NEW VOICES: Former Oregon Chief Justice Recommends Repeal of Death Penalty
Edwin J. Peterson, who served as the Chief Justice of Oregon's Supreme Court for many years, recently recommended ending the state's death penalty. Judge Peterson voted as a citizen to reinstate the death penalty in Oregon in 1978 and in 1984, but he now believes the capital punishment system is broken: "We have an inefficient, ineffective, dysfunctional system," he said. "There is widespread dissatisfaction.... Our system has failed. Recognize it and repeal Oregon’s death penalty." He noted that taxpayers are supporting a system that yields no results: "There is little reason to believe that any defendant now on Oregon’s Death Row will ever be executed. [Yet] we taxpayers pay nearly all of the expenses of prosecuting and defending death-penalty cases." Read the full op-ed below.
Oregon's death penalty is unjust, this former chief justice says
By Edwin J Peterson
In 1978 and 1984, along with most Oregon voters, I voted for and supported the death penalty initiative that reinstated the death penalty in Oregon. Today I don’t. Oregon’s death penalty system is dysfunctional, expensive, unworkable and unfair. Even supporters of the death penalty - I was one – should vote to end the Dickensonian system we have in Oregon.
Dysfunctional. I was appointed to the Supreme Court of Oregon in 1979. In that same year John Wayne Quinn was sentenced to death in an Oregon trial court. In 1981, on Quinn’s appeal, the Oregon Supreme Court held that the 1978 law was unconstitutional. Quinn’s conviction was reversed. On remand he was sentenced to life in prison.
The Quinn decision required an amendment to Oregon’s death penalty law, which, as a citizen, I again voted for in 1984.
Since the restoration of the Oregon death penalty in 1978, 65 persons have been sentenced to death. Some of the convictions have been reversed. Since 1978, not one of those 65 persons has been involuntarily executed. (Two ‘volunteers’ gave up their appeals and were executed.) Today there are 37 persons on Death Row. Those on Death Row, on average, have been there for over 15 years. None of the appeal rights of the 37 persons on Death Row have been exhausted. None! And it will be years before their appeals are exhausted.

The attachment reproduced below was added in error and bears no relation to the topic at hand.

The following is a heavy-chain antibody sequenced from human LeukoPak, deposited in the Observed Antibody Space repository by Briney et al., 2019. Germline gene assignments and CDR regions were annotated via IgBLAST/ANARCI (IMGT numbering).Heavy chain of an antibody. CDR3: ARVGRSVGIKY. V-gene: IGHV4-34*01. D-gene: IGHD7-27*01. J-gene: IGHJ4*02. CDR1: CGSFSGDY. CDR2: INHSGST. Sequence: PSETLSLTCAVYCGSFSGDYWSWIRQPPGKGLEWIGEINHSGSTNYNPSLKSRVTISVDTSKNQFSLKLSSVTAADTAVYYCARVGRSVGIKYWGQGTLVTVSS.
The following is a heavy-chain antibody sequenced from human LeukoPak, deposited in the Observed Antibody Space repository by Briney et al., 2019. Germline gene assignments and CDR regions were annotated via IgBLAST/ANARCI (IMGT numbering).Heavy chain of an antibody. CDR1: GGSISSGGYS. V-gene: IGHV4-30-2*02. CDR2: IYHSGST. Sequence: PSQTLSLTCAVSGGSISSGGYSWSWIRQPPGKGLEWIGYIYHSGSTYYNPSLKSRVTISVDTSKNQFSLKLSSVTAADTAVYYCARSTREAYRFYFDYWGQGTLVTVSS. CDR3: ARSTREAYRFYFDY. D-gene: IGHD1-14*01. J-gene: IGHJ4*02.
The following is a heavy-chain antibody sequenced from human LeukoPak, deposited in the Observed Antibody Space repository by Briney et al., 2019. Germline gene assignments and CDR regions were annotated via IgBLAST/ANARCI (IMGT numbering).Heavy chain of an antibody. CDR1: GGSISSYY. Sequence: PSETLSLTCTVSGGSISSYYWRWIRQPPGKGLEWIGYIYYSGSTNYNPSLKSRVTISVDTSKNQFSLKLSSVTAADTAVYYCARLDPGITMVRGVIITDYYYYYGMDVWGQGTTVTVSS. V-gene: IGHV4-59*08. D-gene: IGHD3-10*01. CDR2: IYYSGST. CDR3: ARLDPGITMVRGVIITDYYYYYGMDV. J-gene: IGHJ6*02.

Unworkable. Procedurally, the Oregon death penalty system is unworkable. The rules are continually changing. Randy Guzek’s case is one example. In 1988, Guzek was convicted of murdering a couple in Terrebonne, Oregon. He was sentenced to death. Since 1988, Guzek has had four appeals to the Supreme Court of Oregon, three reversals of his death penalty sentences, and four sentences to die. Today, 25 years from the date of his first conviction in 1988, Guzek’s fourth appeal to the Oregon Supreme Court is pending. He has been on Death Row for 24 years. He is still on Step One of his nine possible appeals, nowhere close to the end of his possible appeals.
Expensive. Guzek’s case alone had cost the taxpayers of Oregon $2.2 million by 2009. It has been estimated that the appeal process takes from 25 to 50 years, at a total cost per case of $10 million. Changes of the death penalty law by court decisions and legislative acts have led to more appeals.
Some might argue that our death penalty system is a fair employment bill for death penalty lawyers. The average cost of defending a death penalty case is $438,651.
Under current law, an Oregon defendant sentenced to death has no fewer than nine separate appeals. The reversal rate is high. Not one of the 37 persons on Death Row has yet exhausted his appeal rights! There is little reason to believe that any defendant now on Oregon’s Death Row will ever be executed. We taxpayers pay nearly all of the expenses of prosecuting and defending death-penalty cases. A New Jersey Death Penalty Study Commission concluded that the state would save $1.3 million per prisoner in incarceration costs if the death penalty were abolished and a life-without-possibility-of-parole system implemented. Might not the money be better spent on better things?
Unfair. The same crime may be treated differently based on the county in which the crime takes place. One district attorney, heralded as being “tough on crime,” may pursue a death penalty, while another believes that life in prison without parole provides adequate punishment and safety to the citizens. With death on the table, fairness must be achieved. Under our system, fairness is difficult to achieve.
Mistakes are made. The system sets up the possibility of a fatal mistake--killing an innocent person. Nationally, there have been 142 exonerations of people awaiting execution, persons found innocent of the crimes of which they were convicted. The majority of Oregon death penalty convictions have been reversed. Does this provide confidence in the system?
We have an inefficient, ineffective, dysfunctional system. There is widespread dissatisfaction with the system. Eighteen states have repealed their death penalty laws (Maryland most recently, in 2013).
Let’s admit it. Our system has failed. Recognize it and repeal Oregon’s death penalty.
Edwin J. Peterson served on the Supreme Court of Oregon from 1979 to 1994, and was Chief Justice from 1983 to 1991.
(E. Peterson, "Oregon's death penalty is unjust, this former chief justice says," Oregonian, op-ed, October 23, 2013). Read other New Voices.